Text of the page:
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Indian art and artists who made a mark worldwide in 2017

The year saw several big-ticket shows, Indian art and artists making a mark worldwide, while the market back home reeled under the impact of demonetisation and tax levies.

New Delhi |
Updated: December 28, 2017 9:24:06 am
 art and culture, indian art, indian artists, demonetistaion, tax levies, art and economy, art exhibition, paintings, indian express, refugee crisis, global art One of the artworks at India Art Fair 2017

Big Bang
When the year began, people were still walking through knee-deep water to experience the rippling sea and the woes of the Syrian refugees, in Raul Zurita’s Sea of Pain, on display at the Kochi-Muziris Biennale. Soon, the crowds moved to the India Art Fair (IAF) in Delhi, where demonetisation seemed to have affected the market as well as the enthusiasm. There were some celebrated works though — including Sudarshan Shetty’s Taj Mahal, and Reena Kallat’s Woven Chronicle, a global tapestry with a giant world map made with multi-coloured wires, tracing the movement of migrants across the world. Pakistani-American artist Anila Quayyum made her debut in India with All The Flowers Are For Me, an installation with elaborate laser cut-outs in steel. The first quarter also saw several major solos — Jitish Kallat, Atul Dodiya, Thukral and Tagra and Ranjani Shettar in Delhi, Ayesha Sultana in Kolkata and Gieve Patel in Mumbai.

Settling In
The summer was uneventful, but with the onset of monsoons, new exhibitions were held inside the white cube. Delhi saw a powerful retrospective of Manu Parekh, Samit Das’ explorations of the Santiniketan archives, Jatin Das’ portraits of friends and acquaintances, and the late artist-pedagogue KG Subramanyan’s seminal political works. In Mumbai, the year ended with Sudhir Patwardhan’s meditations on aging and a retrospective of Sakti Burman. The year 2017 also saw one of the most innovative museum shows in the world — the landmark exhibition “India and the World: A History in Nine Stories”, at the Chhatrapati Shivaji Maharaj Vastu Sangrahalaya in Mumbai. Even as painted elephants are stopping by at numerous cities in India as part of Elephant Parade, we also have what is being touted as India’s first Sculpture Park at Nahargarh Fort in Rajasthan.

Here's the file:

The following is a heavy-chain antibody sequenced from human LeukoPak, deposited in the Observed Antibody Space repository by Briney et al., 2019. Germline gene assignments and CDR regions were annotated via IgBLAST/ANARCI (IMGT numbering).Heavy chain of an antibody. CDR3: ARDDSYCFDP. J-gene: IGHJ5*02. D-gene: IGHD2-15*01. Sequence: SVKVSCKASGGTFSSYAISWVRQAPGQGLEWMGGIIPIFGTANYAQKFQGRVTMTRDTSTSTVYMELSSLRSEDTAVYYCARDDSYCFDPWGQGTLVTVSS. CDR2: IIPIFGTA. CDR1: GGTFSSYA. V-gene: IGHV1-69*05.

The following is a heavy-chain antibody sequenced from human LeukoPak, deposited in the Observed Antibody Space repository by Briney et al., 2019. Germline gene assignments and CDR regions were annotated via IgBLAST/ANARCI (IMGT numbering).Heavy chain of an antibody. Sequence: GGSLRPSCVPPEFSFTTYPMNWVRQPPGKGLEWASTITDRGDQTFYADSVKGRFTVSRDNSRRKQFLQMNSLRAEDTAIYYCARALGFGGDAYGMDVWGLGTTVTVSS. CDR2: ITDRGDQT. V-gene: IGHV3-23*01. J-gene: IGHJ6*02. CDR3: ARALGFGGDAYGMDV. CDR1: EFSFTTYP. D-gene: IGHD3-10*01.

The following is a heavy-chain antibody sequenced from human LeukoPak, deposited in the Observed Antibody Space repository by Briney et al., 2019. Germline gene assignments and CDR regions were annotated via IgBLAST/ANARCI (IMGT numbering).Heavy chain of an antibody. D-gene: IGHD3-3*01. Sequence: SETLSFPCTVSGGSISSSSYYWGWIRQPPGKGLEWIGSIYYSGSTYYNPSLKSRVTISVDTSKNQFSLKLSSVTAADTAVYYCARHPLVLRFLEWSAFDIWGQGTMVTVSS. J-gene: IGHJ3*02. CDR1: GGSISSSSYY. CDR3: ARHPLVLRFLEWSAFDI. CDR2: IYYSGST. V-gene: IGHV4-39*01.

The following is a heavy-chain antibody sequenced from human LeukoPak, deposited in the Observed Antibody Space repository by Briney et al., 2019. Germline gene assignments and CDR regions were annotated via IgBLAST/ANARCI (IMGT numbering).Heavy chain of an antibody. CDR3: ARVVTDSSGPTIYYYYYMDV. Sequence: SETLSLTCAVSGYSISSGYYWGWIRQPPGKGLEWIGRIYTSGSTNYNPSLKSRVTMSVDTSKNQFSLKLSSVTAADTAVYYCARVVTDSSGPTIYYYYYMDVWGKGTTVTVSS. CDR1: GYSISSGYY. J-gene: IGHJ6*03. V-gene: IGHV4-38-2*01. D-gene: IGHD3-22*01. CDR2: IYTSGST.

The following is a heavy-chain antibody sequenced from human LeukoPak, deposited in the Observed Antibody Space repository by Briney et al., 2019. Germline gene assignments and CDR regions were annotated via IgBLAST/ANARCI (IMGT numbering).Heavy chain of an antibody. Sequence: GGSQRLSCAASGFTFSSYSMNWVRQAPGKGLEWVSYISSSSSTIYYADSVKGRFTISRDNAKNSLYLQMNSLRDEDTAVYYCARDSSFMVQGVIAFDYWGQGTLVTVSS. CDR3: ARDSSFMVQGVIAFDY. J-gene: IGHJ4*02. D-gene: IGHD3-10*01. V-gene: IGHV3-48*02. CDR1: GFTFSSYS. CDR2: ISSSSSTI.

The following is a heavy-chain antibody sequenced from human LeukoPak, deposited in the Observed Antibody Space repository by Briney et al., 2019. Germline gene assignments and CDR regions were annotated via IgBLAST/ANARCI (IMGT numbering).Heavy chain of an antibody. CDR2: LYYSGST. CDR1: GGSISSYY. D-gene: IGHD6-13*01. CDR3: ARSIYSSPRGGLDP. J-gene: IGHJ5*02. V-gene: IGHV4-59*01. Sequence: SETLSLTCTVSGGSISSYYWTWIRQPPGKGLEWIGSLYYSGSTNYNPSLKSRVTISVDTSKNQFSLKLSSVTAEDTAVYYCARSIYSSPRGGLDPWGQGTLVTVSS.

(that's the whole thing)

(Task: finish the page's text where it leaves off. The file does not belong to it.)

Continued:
When Art Offends
The burning question in the global art market this year was whether “offensive art” should be pulled from display. It started at the Whitney Biennial in New York, with Open Casket by Dana Schutz, a painting of Emmett Till, the 15-year-old who was accused of harassing a white woman and was brutally murdered in 1955. Protesters objected to what they saw as racial insensitivity of a white artist turning the tragic event into a “spectacle”, and demanded the painting be taken down. Schutz said she made the painting as an expression of solidarity with Till’s mother Mamie, who had famously insisted on an open casket so that the world could see the evidence of the horrific attack on her son, while others argued that removing the work would amount to censorship. Eventually, though, the work had to be taken down.